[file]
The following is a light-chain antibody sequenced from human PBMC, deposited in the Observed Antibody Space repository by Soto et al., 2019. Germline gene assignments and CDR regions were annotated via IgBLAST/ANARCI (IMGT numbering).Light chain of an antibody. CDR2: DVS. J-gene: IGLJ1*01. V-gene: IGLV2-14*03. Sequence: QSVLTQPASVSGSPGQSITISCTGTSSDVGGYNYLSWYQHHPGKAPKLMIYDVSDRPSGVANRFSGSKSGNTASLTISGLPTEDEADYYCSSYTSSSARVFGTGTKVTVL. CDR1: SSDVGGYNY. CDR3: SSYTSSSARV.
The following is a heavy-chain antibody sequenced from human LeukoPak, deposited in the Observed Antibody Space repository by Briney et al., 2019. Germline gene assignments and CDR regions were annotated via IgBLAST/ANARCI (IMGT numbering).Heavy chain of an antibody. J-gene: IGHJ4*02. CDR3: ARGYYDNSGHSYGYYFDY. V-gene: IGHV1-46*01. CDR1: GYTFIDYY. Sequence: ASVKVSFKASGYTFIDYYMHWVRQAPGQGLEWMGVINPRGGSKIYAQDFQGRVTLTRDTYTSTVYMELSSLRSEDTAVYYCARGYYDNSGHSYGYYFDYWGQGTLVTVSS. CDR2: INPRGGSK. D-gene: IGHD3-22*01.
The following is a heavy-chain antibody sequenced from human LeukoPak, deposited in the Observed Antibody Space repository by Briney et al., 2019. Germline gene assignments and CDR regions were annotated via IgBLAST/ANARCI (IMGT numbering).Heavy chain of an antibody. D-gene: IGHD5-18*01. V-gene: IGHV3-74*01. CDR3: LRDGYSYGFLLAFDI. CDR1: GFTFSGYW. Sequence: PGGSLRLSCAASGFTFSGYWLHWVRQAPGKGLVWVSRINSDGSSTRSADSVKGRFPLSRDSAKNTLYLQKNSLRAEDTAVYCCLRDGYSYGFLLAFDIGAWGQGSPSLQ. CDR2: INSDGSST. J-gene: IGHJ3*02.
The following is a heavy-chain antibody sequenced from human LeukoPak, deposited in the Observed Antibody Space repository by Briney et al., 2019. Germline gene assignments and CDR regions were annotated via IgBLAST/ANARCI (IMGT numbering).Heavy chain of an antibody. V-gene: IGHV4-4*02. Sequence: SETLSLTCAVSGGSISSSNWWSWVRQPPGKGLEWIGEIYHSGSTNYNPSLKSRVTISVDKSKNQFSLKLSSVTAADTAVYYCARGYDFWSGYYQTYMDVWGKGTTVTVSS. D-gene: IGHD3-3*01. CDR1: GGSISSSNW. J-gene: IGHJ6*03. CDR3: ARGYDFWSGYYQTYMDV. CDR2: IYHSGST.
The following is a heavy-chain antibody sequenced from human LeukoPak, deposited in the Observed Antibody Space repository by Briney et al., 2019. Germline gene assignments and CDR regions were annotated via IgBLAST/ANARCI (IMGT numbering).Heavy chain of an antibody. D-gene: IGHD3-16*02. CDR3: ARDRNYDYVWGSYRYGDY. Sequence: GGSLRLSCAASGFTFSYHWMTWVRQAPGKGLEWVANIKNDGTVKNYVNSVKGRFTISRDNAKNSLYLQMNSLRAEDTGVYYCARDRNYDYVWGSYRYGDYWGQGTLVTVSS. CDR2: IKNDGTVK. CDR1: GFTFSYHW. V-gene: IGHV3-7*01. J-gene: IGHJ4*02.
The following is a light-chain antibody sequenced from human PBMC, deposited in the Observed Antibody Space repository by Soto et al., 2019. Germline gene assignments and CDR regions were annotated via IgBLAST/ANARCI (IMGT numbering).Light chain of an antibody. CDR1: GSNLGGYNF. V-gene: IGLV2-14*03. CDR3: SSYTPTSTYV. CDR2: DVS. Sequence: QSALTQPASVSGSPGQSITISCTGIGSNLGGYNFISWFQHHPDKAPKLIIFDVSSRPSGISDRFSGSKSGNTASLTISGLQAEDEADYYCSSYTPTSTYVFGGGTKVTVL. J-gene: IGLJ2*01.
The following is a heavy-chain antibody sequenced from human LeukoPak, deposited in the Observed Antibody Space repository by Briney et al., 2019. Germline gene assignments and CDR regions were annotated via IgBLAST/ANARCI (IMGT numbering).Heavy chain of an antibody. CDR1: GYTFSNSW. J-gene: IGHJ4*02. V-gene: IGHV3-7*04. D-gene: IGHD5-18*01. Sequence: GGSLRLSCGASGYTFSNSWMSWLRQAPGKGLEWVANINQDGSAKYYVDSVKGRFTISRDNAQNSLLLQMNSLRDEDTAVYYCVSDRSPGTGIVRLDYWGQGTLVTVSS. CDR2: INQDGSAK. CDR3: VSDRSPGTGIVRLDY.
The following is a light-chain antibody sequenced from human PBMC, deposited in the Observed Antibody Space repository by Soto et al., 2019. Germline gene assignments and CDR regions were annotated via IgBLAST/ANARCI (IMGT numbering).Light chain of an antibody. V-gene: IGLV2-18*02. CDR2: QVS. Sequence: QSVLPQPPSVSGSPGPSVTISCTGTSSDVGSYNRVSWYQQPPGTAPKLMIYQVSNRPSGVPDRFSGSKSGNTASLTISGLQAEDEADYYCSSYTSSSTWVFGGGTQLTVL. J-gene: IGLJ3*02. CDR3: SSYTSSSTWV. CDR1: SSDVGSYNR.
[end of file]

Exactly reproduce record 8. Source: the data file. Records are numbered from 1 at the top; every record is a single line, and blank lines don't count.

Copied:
The following is a light-chain antibody sequenced from human PBMC, deposited in the Observed Antibody Space repository by Soto et al., 2019. Germline gene assignments and CDR regions were annotated via IgBLAST/ANARCI (IMGT numbering).Light chain of an antibody. V-gene: IGLV2-18*02. CDR2: QVS. Sequence: QSVLPQPPSVSGSPGPSVTISCTGTSSDVGSYNRVSWYQQPPGTAPKLMIYQVSNRPSGVPDRFSGSKSGNTASLTISGLQAEDEADYYCSSYTSSSTWVFGGGTQLTVL. J-gene: IGLJ3*02. CDR3: SSYTSSSTWV. CDR1: SSDVGSYNR.